The stock market may be one of the few places in the world (outside, perhaps, and eHarmony) where the word "mature" is considered pejorative.

Clients may prefer a mature financial advisor -- a person who has seen the potential pitfalls and knows from experience how to navigate them -- but reject owning shares of a mature company because it no longer offers the growth potential of a startup.

Yet investing in mature companies entails much less risk and can be rewarding to those who are patient.

Unfortunately, many investors still focus on stock appreciation rather than total return. Clients tend to ignore dividend payments, which trickle in over time. And nobody has ever wowed friends with tales of dividends collected over the years.


But holding stocks with long dividend histories can often provide yields of 4% or more.

Here's how: Assume one of your clients acquired a good dividend-paying stock a decade ago. Since share prices can vary considerably over the course of a year, let's also assume the cost was the average of the high and low prices for 2004.

If that stock was Coca-Cola, your client's current yield on cost would be 5.3%. Investors in oil company Chevron fared even better, with a yield on average 2004 cost of 8.7%.

The following table lists the nine Dow stocks that have paid dividends for 100 years or longer. Although Chevron and Coca-Cola are two of the best results from the list, eight of the nine have yields on cost better than the 2.5% now available in 10-year Treasury notes.

This is not to imply that stocks, even those with good dividends, are bond substitutes. It is just to show that long-term owners of dividend stocks can reap significant returns.


And yield on cost is a good metric for people who have held positions for some time. Coke's current yield is about 3%, but those who have held the stock for a decade have seen their dividends rise while their cost basis remained the same. For them, the yield on their investment is now 5.3%.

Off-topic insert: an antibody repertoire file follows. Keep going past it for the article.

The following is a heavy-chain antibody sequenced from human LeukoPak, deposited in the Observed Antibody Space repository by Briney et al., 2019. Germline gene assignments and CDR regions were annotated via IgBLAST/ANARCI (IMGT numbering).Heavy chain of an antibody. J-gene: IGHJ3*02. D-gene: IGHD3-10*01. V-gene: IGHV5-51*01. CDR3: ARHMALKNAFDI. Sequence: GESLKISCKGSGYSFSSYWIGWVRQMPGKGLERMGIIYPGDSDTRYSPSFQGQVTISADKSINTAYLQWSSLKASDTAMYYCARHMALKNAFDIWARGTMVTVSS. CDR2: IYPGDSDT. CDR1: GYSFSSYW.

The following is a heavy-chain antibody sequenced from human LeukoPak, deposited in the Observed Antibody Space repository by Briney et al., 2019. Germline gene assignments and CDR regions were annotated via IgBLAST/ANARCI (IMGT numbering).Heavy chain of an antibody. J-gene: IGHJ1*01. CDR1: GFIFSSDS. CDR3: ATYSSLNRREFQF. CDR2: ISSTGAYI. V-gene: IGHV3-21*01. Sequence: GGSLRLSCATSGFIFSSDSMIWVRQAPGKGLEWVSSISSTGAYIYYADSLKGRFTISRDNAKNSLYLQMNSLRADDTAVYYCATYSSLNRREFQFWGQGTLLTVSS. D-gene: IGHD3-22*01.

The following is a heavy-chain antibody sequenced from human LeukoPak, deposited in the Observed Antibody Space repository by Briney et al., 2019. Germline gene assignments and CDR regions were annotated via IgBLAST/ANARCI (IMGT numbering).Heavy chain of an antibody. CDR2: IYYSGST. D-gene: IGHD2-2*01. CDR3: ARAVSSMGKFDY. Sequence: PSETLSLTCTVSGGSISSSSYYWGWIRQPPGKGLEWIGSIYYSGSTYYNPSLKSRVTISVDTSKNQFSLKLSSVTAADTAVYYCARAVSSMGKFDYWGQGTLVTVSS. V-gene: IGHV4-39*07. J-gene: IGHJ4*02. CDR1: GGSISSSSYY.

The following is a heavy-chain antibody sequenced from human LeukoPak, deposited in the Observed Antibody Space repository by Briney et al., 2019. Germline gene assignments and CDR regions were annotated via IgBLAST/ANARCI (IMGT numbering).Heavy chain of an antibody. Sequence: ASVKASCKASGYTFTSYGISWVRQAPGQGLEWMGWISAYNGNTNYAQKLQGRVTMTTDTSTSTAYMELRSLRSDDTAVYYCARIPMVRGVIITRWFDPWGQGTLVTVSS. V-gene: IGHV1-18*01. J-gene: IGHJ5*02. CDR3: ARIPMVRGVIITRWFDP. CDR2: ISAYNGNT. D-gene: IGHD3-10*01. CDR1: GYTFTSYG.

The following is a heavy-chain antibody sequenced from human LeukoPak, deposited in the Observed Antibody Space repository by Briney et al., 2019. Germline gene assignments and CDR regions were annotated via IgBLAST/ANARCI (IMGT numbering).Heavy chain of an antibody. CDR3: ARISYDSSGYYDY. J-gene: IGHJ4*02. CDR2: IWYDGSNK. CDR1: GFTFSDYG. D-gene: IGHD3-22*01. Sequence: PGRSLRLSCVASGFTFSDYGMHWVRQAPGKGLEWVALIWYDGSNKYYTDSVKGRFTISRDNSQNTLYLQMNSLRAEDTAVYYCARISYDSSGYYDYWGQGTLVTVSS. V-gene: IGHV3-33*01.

Many advisors are reluctant to use individual stocks in portfolios because of the possibility of event risk or overconcentration of assets. Fortunately, yield on cost works very well in diversified dividend-paying stock funds.

For example, the 30 stocks in the Dow are packaged as the SPDR Dow Jones Industrial Average ETF (DIA). Buyers of that fund a decade ago now enjoy a yield on cost of 3.4% vs. the ETF's recent yield of about 2%.

The DJIA has no requirement that stocks increase their dividends to remain in the benchmark, of course. And an ETF that holds only stocks with a history of boosting dividends will look even better when viewed through the yield-on-cost lens.

Of course, age alone doesn't guarantee success; retailer W.T. Grant was a 70-year-old business when it failed in 1976.

But companies that adapt to changing conditions are the ones that survive. Financial services giant American Express, for example, started as a private mail carrier in 1850.

Each of the 30 stocks in the DJIA currently pays a dividend -- as do more than 84% of the issues in the broader Standard & Poor's 500. Indeed, over the past 20 years, dividends have accounted for 27.7%, on average, of the total return of the S&P 500. And that’s for a period when payout ratios were lower than the long-term trend.

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